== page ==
To find out just how easy Push Doctor is to use, I decide to try it for a consultation. After signing up to the website with my personal details, I claim my first 20-minute session with one of their GPs for just £1, with the cost rising to £14 for future calls. I book an appointment for a time slot later that day, and return to the website’s virtual waiting room to video call the GP. Disappointingly, it’s no different from visiting my local surgery in that I end up waiting around 15 minutes for the doctor to become available. Then there’s another problem: the microphone on my laptop won’t seem to capture any sound (it usually works), meaning my GP can see but not hear me. I enter my query in a text box. The doctor assures me it’s nothing serious and recommends a treatment that can be bought over the counter from a chemist. In more serious cases, I’m told that these GPs can issue prescriptions (£4.50 for next day delivery), referrals and fit-for-work notes (£12.50).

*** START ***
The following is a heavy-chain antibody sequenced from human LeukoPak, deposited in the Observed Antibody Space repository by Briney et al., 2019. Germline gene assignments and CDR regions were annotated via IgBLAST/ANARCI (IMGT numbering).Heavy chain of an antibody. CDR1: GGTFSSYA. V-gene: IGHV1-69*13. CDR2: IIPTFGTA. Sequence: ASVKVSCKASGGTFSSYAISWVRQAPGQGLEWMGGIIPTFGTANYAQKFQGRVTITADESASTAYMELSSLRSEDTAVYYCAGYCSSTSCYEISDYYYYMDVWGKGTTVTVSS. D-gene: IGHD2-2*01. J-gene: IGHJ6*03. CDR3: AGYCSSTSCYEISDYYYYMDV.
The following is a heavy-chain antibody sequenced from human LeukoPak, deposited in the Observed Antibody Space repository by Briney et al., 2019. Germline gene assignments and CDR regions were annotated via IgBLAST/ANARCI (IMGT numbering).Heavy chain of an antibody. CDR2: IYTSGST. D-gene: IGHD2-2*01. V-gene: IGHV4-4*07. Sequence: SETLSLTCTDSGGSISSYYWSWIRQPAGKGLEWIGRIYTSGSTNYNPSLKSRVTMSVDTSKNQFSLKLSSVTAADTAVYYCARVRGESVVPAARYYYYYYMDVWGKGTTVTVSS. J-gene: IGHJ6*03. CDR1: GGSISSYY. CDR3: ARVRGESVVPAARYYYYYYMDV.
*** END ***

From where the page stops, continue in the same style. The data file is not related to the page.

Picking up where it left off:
In cases where the diagnosis from the history is inconclusive, clinical examination is essential and I cannot see how this would be done reliably or safely via webcam

Dr Steven Raphael